If you were one of the millions of vaguely disturbed patrons who turned out at the multiplex this weekend to see Michael Bay's attempt to apply his hyperactive meathead aesthetic to a Coen brothers–style dark comedy (his pitch to Paramount: "It's like Fargo, but if it had harsh sunlight and 90 minutes of wood chipper!"), you probably noticed that the movie's sex-toy budget was, er, generous. For extended stretches, overflowing boxes of wholesale marital aids played as important a function as Tony Shalhoub, who commendably endured the constant focus-pulling of the scene-hogging dildo jiggling menacingly in his battered face.
But exactly how generous was the neoprene-vagina-and-nipple-clamp budget? Take a moment to formulate a guess. Ready? The answer follows, courtesy of a Bay interview with The Daily Beast:
Like everyone else on the Internet, Wesley and Alex wanted Michael Bay's Pain & Gain — his first film without Decepticons in a while — to be amazing. And it's amazing. But is it good? Is it funny? What does Michael Bay want from us? What does Michael Bay want from Michael Bay? And is there a Chekhov rule about introducing a warehouse full of sex toys in the first act? All this plus a defense of The Island! Get pumped.
You expect a Michael Bay joint to take the top box office slot when that joint has screeching space robots, or Martin Lawrence dropping gems of knowledge and badassery, or just, generally, a whole mess of stuff exploding underneath glorious lens flare. But when Bay goes small-ball (at least by his standards), like with Pain & Gain, you don't necessarily foresee box office glory. And, yes, relative to the Transformers flicks, P&G's first-week haul was paltry: just your basic $20 million. But not only was that good enough for a no. 1 opening, it also almost recouped the entire production budget for the movie — a reported $26 million, downright peanuts for Bay — in its first weekend. Certainly, seeing this kind of result, Michael Bay will be encouraged to go only deeper and deeper into the indie/lo-fi/DIY movie world. By the end of next year, if Bay isn't shooting a black-and-white travelogue with Greta Gerwig as his leading lady and Noah Baumbach as his co-writer, frankly, I'll be shocked.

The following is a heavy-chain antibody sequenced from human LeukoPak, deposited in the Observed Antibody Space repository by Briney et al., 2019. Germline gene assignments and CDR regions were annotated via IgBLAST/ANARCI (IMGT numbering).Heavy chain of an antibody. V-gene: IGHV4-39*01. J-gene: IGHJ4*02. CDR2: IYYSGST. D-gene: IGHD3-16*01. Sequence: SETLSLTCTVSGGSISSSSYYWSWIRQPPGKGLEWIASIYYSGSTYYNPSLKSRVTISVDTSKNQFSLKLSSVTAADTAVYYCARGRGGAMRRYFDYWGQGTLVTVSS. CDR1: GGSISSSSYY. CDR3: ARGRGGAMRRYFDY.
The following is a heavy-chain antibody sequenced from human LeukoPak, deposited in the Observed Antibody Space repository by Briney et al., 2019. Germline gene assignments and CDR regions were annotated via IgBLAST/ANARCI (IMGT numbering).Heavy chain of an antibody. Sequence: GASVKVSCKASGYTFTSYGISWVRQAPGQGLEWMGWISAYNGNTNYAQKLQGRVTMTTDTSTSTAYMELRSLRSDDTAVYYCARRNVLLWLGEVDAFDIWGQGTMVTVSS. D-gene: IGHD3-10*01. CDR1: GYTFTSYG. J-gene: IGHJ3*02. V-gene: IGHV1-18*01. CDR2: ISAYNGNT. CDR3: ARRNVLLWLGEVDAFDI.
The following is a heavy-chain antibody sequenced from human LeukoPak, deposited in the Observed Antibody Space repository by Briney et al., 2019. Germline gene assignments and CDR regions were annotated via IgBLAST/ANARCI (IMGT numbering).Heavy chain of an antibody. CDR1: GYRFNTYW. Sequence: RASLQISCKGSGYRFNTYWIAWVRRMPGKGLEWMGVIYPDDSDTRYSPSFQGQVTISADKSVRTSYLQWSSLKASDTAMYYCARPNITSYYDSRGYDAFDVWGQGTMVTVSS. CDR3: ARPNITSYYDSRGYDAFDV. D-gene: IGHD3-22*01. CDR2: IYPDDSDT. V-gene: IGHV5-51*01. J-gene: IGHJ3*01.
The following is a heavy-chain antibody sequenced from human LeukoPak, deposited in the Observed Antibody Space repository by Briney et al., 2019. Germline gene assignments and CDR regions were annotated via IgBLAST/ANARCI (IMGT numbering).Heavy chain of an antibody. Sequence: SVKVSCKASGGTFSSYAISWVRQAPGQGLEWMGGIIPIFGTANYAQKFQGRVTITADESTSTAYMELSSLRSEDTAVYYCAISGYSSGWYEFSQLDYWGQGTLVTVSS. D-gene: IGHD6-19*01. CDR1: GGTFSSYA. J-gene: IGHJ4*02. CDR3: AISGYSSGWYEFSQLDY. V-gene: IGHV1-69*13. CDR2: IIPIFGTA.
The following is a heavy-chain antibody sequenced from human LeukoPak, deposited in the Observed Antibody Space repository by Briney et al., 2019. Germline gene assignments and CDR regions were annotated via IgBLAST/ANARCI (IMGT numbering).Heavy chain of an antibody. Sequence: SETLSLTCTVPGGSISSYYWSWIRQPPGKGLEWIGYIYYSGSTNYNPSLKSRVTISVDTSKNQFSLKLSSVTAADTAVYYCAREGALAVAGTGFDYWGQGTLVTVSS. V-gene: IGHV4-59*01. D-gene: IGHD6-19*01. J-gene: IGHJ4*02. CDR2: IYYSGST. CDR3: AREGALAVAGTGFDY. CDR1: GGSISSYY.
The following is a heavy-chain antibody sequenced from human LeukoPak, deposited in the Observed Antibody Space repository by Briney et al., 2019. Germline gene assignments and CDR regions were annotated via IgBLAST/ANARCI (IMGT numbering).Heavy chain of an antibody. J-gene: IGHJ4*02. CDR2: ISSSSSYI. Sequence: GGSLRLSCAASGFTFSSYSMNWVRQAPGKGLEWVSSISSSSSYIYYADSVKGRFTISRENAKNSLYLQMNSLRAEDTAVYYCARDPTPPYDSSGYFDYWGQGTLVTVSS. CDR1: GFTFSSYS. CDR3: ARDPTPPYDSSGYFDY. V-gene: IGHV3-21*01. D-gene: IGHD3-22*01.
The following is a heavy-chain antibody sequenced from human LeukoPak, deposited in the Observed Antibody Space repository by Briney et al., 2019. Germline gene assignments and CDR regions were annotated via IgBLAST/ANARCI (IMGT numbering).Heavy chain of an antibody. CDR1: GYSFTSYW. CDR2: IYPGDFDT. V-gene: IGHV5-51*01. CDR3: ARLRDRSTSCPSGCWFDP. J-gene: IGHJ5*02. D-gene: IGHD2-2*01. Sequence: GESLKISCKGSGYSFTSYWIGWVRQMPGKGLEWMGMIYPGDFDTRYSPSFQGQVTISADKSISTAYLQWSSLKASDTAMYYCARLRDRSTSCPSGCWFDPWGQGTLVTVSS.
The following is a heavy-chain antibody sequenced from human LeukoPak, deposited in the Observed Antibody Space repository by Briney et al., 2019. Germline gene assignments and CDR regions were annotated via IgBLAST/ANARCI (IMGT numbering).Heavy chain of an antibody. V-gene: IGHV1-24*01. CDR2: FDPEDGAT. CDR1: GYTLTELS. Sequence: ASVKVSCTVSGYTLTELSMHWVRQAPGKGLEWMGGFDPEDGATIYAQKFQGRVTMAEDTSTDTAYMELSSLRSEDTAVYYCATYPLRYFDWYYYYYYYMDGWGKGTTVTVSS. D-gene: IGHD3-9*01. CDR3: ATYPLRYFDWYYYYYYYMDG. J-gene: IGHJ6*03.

Earlier this week, a little to-do broke out over disparaging remarks Michael Bay supposedly made about his 1998 blockbuster, Armageddon, in an interview plugging his new flick, Pain & Gain. Seeing as, generally speaking, Michael Bay seems like the kind of guy who believes in the Bayian infallibility of Michael Bay, it was hard to fathom. But there they were, in black-and-white:
Music Monday: Pitch-shifting "Get Lucky" converts it into a Michael Jackson–esque jam; a terrible inauguration song in honor of the Netherlands' new king gets pulled for crap lyrics ("I will fight like a lion, nothing will stop me / from keeping you safe as long as I live / The W of William, three fingers in the air, come on"); and Snoop Lion on his reincarnation (it was time to "take the party and put it on pause" for Rasta's sake).
With Emily still recovering from Coachella, and Molly still recovering from Anthony Mackie in a Dan Marino jersey, the Girls decided to ditch the map this week and free-form jazz their way through their discussion of an eventful pop cultural week. (So eventful, in fact, that we didn't even get around to talking about Amanda Bynes's face! Apologies for going off-brand.) The highlights were of course Emily's weekend in Tatooine Indio, and the Grantland staff's (controversial!) Pain & Gain screening, but other topics discussed include:
The Germans probably have a word for that feeling you experience when something you believed to be perfect is proven imperfect by the subsequent revelation of a seemingly more-perfect thing. Anyway: Whatever that word is, you're about to be crushed by it, because a red-band trailer for Pain and Gain has arrived, and it has obliterated the now-tainted memory of the mere appetizer Michael Bay served us back in December. (Remember how excited we all got? Seems silly now.)
On Thursday, Michael Bay threw up a little one-liner on his blog: "TMNT: we are bringing Megan Fox back into the family!" And boom went the minds of a nation of devoted Bayologists. Michael Bay has pardoned Megan Fox for her sins? And he's casting her in his Teenage Mutant Ninja Turtles movie?!